Winner Takes All

We in the West think that we are the only ones who know what “democracy” means; indeed, we are indignant when someone like General Musharraf says that there are many kinds of democracy, not only because it is him saying it (a case of the fox defining the henhouse), but because we think it outrageous that the suggestion be made at all. But it is true that there are various different things that might all call themselves, or reasonably be called, “democracy”, other than the particular practices that Westerners, innocent of history and cultural geography alike, assume to be the only “right” ones.

Much is made of the difference between direct and representative democracy, but there is another division in which both Periclean Athens and modern Western states fall on the same side. Namely, between negotiated consensus and winner-takes-all. Our kind of democracy is a sublimation of battle or single combat, rather like a football match; the idea is to discover who is the stronger without anyone ending up dead. Most of the time we are quite happy with the notion that 51% of the population can decide whatever they want, and the other 49% have to put up with it. The Athenians would have been comfortable with this too, for a simple majority of their Assembly was omnicompetent. The Afghan, however, is appalled: his notions of the equality and self-determination of freemen involve exhaustive negotiation resulting in a group consensus, which is then transmitted upward to the next level. For him, a 51-49 split means either that the group has not yet discussed sufficiently, or else that the group has broken down.

The same division between negotiation and sublimated combat runs through our legal systems. Television has so accustomed us to the extreme gladiatorial games of Anglo-American law, in which there is an absolute winner and an absolute loser, that we forget how many legal systems are devoted to the principle of amicable settlement and reconciliation. Here the idea is not that the winner glories and gets everything while the loser is sent empty away, but that a solution be achieved that all parties can live with. Just as with democracy, however, our own practice is much more mixed than its theory; even in American courtroom dramas, the judge often tries to play mediator, and in some Continental systems is legally mandated to attempt conciliation in all civil cases. No one seems to notice that they are operating a system based on two quite different principles at once.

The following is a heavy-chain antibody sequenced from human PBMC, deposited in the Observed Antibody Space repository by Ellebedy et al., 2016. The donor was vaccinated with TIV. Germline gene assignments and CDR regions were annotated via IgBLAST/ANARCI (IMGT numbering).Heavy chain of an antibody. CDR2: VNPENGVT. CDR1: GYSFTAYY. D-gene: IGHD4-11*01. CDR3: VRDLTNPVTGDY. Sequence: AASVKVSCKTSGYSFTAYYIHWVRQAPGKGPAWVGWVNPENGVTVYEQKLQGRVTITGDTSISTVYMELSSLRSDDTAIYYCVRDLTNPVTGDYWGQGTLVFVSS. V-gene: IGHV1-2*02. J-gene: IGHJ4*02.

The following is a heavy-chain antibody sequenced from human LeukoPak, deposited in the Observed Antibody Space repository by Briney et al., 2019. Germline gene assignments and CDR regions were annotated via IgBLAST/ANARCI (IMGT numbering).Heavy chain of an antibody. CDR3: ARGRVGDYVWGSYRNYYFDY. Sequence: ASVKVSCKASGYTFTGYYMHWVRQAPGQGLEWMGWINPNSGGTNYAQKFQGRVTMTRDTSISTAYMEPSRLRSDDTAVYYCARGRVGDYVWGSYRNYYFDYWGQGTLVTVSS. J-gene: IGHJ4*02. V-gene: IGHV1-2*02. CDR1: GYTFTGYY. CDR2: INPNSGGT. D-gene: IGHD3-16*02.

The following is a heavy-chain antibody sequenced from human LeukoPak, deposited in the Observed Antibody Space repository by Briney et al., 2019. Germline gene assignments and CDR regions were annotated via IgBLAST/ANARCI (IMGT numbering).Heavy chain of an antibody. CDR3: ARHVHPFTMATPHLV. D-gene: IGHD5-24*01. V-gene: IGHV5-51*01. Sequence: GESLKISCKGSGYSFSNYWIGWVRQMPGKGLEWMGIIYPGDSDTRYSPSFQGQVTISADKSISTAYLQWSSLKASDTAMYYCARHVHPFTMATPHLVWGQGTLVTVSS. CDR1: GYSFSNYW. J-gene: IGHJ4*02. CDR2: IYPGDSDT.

It is true that some Western elected governments consult before doing anything, in some cases so much so that they can be accused of corporativism. Logically speaking, though, this practice belongs to a different model; if we were really serious about our primary or declared model, we should say that any government that gets elected can do whatever it pleases, because the People have spoken, or some other such cant. We have, therefore, two theoretically quite contradictory models in our heads at once, apparently without noticing. The same applies to the concept of inalienable human rights; these represent a severe limitation on what we normally and unthinkingly call “democracy”, namely that a majority of people gets to decide. If what the majority actually wants to do is to persecute an ethnic or other minority, we tell them they can’t. We then say that “democracy” means not only voting but also making nice to people we might not like. In which case, “democracy” simply means that people are free to vote for what we tell them is progressive.

Posted on December 19, 2011 at 11:27 by Hugo Grinebiter · Permalink
In: RESISTANCE IS FUTILE!, Resistance Is Futile, Miscellaneous

Leave a Reply